So...in Summary

For all intents and purposes, the first 9 months or so of this AAR will be wickedly boring. The AI will attack, I'll defend on land and retreat on sea, while establishing a "defensive line" on the Red Line shown on the map below (which runs from Oz - NZ - Suva - Pago Pago - Canton Island - Johnson Island - Midway - Dutch Harbor). Since I've always held Noumea/Luganville in my past games, I'm sort of looking forward to seeing how the game progresses when Japan controls these bases (I'm sure the Japanese AI will attempt to take them. And unlike in the past, I'll do nothing to stop them!).

My hope is that by using the new files, and doing "nothing" to stand in the way of the AI for most of 1942 - the AI should be in decent shape by late 1942, with a solid defensive perimeter and most of its navy intact - thus allowing for an interesting game from 1943 and beyond. Of course, if a Japanese CV happens to stumble into an Allied submarine launched torpedo (which miraculously explodes), well...that is too bad for them!

Anyways, let me know if this game sounds interesting and you want me to continue the AAR. I thought beginners and intermediate players might find this AAR useful due to the anticipated talk of strategy/tactics and lots of graphics (and without endless combat summaries).







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RE: Rolling Over for the AI (Scen. 30) - The R-E-L-A-X ... - 1/18/2015 10:31:07 AM   
Yaab


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Interesting AAR premise.


Since I play against the AI too, here are my thoughts on helping the Japanese AI:

- difficulty is set to HARD

- Allied ships using off-map movement can only use Cruise speed – slows the tempo of operations

- no transport of fuel as cargo in xAKs; fuel can only be transported by TK/AO/YO ships --- slower pace of operations, more escort assets tied, slower game play.

- only AP/AK, APA/AKA vessels may conduct amphibious invasions - slower game tempo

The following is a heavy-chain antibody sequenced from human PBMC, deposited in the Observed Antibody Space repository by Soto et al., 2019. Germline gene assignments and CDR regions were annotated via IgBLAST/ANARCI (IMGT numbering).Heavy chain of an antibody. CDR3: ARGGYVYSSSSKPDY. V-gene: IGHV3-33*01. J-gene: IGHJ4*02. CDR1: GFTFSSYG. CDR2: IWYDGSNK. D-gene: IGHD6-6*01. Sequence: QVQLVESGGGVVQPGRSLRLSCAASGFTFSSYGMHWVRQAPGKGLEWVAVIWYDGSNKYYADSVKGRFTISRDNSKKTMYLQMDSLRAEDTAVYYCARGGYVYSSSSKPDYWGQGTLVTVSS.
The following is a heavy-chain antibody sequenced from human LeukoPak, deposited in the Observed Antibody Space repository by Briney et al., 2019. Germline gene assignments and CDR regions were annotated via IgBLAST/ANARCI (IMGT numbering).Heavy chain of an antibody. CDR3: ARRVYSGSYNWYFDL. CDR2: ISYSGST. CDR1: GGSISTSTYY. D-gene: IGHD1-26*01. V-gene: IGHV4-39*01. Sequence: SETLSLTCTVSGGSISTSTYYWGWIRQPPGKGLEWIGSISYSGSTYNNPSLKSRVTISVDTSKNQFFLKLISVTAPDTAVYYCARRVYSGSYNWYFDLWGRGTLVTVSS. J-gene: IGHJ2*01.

- Allied TFs (such as AMs, ASW TFs etc.) in port with CAP are disbanded when they reach 10/10 or 9/9 detection, and are reformed giving them detection of 1 or 2. This is to avoid unescorted Nell and Betty air strikes getting slaughtered by CAP --- Japs have very good naval pilots in the beginning, it is worth to keep them longer in play.


< Message edited by Yaab -- 1/18/2015 11:35:54 AM >

(in reply to jimh009)
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RE: Rolling Over for the AI (Scen. 30) - The R-E-L-A-X ... - 1/18/2015 11:49:19 AM   
jimh009

 

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Hi Yaab,

I've set the difficulty to "very hard." Gotta give the Japanese AI every edge, I guess.

I use very little "off map" movement. Other than a big transfer of transports out of the Indian Ocean to the Pacific theatre during the first two months of the war, there will be very few ships moving between the USA and India after that. Unlike a lot of players, I don't move US ground forces to India beyond the occasional Seabee unit and a few wildcat squadrons if I have a few surplus lying around in 1943. Still, it is a good idea for "long transports" and I'll be sure to do that.

Other game settings include unreliable US torpedoes, allied damage control and basically other "historical settings."

Reinforcements are set to +/- 15 days, to give a bit of variation to when reinforcements arrive.

I imagine the first 6 months of the war are going to go quite quickly. Once the first moves of the game are done, much of the remaining 6-9 months will be basically "housekeeping" and moving stuff back and forth to bases and what not.

So hopefully this AAR might go fairly quickly, at least compared to some other AAR's that stretch for years!

I never use APD's for amphib assaults and only very rarely use xAP's, as they are simply too slow to unload. By and large, I'll use AP/APA's almost exclusively for amphib assaults, but on rare occasion a few xAP's might sneak into use. That said, about the only time I've used xAP's for assaults is early in the game. Since I'm "laying low" early in the game, the odds of using xAP's for assaults is probably lower than in my past games.

(in reply to Yaab)
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RE: Rolling Over for the AI (Scen. 30) - The R-E-L-A-X ... - 1/18/2015 1:00:19 PM   
Mike McCreery


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Jimh,

I have found the computer to be very lacking as a suitable opponent. I played it 3 times and the last time won in early 1943 after conquering most of Japan by land.

Personally, I think you might find it much more gratifying to find another like minded newer player to engage in a smaller scenario.

Either way, welcome back to the forums and I am sure some people will follow your AAR.

_____________________________


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RE: Rolling Over for the AI (Scen. 30) - The R-E-L-A-X ... - 1/18/2015 2:10:33 PM   
jimh009

 

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Wargmr,